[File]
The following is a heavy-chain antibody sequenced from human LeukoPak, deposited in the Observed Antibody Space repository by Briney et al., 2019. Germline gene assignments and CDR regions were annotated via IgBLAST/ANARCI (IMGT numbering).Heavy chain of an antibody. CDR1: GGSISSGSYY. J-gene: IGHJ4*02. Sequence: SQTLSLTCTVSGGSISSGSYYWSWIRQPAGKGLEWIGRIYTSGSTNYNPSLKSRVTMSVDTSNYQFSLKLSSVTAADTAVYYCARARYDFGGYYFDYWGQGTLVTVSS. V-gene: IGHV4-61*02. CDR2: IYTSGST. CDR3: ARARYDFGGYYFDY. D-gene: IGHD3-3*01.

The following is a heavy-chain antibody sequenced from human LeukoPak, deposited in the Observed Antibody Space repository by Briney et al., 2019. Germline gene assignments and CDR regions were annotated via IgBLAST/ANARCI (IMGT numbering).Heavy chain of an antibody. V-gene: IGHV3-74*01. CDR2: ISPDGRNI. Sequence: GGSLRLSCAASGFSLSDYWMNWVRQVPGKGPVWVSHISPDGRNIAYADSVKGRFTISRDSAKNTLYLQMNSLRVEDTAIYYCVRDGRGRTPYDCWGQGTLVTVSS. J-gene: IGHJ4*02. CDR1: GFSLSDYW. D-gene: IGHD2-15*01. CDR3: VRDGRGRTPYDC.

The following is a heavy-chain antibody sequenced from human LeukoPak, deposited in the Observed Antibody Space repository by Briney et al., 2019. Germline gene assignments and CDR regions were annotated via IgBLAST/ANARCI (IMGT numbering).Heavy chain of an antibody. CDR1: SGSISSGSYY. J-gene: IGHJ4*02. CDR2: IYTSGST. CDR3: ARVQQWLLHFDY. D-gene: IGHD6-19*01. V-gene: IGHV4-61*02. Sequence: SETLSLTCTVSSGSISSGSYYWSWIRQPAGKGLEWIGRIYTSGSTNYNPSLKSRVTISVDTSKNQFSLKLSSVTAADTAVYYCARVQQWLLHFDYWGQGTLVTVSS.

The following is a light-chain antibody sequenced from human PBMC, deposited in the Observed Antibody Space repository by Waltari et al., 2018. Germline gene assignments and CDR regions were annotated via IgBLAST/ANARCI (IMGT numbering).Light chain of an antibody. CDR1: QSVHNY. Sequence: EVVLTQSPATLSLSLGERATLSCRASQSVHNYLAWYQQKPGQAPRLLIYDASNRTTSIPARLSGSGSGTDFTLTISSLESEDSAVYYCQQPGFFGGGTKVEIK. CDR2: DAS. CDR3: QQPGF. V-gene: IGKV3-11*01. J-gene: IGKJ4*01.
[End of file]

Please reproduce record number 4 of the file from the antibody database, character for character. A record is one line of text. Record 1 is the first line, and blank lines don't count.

The following is a light-chain antibody sequenced from human PBMC, deposited in the Observed Antibody Space repository by Waltari et al., 2018. Germline gene assignments and CDR regions were annotated via IgBLAST/ANARCI (IMGT numbering).Light chain of an antibody. CDR1: QSVHNY. Sequence: EVVLTQSPATLSLSLGERATLSCRASQSVHNYLAWYQQKPGQAPRLLIYDASNRTTSIPARLSGSGSGTDFTLTISSLESEDSAVYYCQQPGFFGGGTKVEIK. CDR2: DAS. CDR3: QQPGF. V-gene: IGKV3-11*01. J-gene: IGKJ4*01.